Central Dalmatian Islands, Each with Their Own Grape Varieties

 (Source Hvar Otok Vina)

Authentic experiences are at the very heart of the best travel experiences, and nowhere is that more true than in Central Dalmatia. 

Wine loves are often surprised about the quality of Dalmatian wine on their first visit, as they struggle to pronounce some unknown grape varieties. Not all the wines are unfamiliar to international palates, however – did you know that the original Zinfandel comes from vineyards in Kastela, just outside Split?

But it is the sheer variety of indigenous varieties that makes Croatian wine so exciting. It is said that there are 130 indigenous varieties in Croatia, and Central Dalmatia – and its islands – play an important part in this story.

Can you imagine that three of the islands – Hvar, Solta and Vis – each have grape varieties specific to their own individual island? How authentic is that for a wine tasting experience. 

The island of Solta has its links to the original Zinfandel as well. Dalmatia’s most famous red, Plavac Mali, is the most famous relative of Crljenak Kastelanski, as the original Zinfandel was known. But Soltans also raise a glass to another relative, which only grows on Solta – Dobricic. 

Sail a little further south to the island of Vis, and swap your red wine tasting for white. For here, on the island which gave birth to cricket in mainland Europe over 200 years ago, a white grape called Vugava is the popular local refreshment. 

But king of the indigenous varieties is undoubtedly Hvar. It most famous variety, a white called Bogdanusa, translates literally as ‘a gift from God’, but there are several others. Among them is a read called Darnekusa, which typically grows only above 400m sea level (leaving few planting options on an island whose peak is 621m) and a white called Prc. Other, almost extinct varieties such as Palaruza and Mekuja, can still be found among a handful of island winemakers. 

Each Central Dalmatian island has its own identity and flavours – and its wines are no exception. 

To learn more about the winemakers of Central Dalmatia, click here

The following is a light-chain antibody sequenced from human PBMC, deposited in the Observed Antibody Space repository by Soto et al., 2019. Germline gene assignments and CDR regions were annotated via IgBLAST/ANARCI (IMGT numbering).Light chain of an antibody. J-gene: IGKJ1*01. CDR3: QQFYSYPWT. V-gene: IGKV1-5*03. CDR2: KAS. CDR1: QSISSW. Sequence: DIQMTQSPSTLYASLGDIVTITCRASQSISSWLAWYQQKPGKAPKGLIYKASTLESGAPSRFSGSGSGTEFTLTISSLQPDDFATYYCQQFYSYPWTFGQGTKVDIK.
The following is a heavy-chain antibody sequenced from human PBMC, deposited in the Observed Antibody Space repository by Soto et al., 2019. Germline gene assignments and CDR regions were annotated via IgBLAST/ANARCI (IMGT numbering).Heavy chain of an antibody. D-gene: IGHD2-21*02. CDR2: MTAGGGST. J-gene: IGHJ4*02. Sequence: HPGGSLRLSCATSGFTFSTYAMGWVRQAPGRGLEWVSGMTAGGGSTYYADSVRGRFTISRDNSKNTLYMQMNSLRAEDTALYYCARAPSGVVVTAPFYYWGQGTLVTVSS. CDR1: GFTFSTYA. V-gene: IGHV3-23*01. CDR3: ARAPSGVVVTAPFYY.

Volotea Offering 10 Routes to Split for Season 2021

(Source Volotea Facebook page)

After a challenging 2020 and the vaccine here, cautious plans for a better summer in 2021 are being made, and airlines are preparing their schedules for what will hopefully be a much busier season. 

Among them is Volotea, whose website is not showing no less than 10 routes to Split for the summer season, good news for our visitors in France, Greece and Italy.

Split – Athens from April 25 will run twice a week, every Wednesday and Sunday,

Split – Bordeaux from April 11 will operate once a week, and from June 2 twice a week, every Wednesday and Sunday,

Split – Lyon will operate twice a week from April 11, on Wednesdays and Sundays, and from July 6, the third flight will be added (Tuesdays),

Split – Marseille will be in operation from April 25 twice a week (Wednesdays and Sundays),

Split – Nantes from April 4 will run once, from April 28 twice a week, from July 6 three times (Tuesdays, Wednesdays, and Sundays),

Split – Nice from April 25 will operate once a week, from July 7 twice a week (Wednesdays and Sundays),

Split – Toulouse will operate twice a week from April 18, from July 6 three times a week (Tuesdays, Wednesdays, and Sundays),

Split – Bari will operate once a week from July 7, on Wednesdays,

Split – Palermo will operate from June 2 once a week, on Wednesdays,

Split – Venice will operate 4 times a week from May 28, on Mondays, Wednesdays, Fridays, and Sundays.

All lines to Split should run until October 10, except for the lines to Bari and Palermo, which should end slightly earlier – on October 6.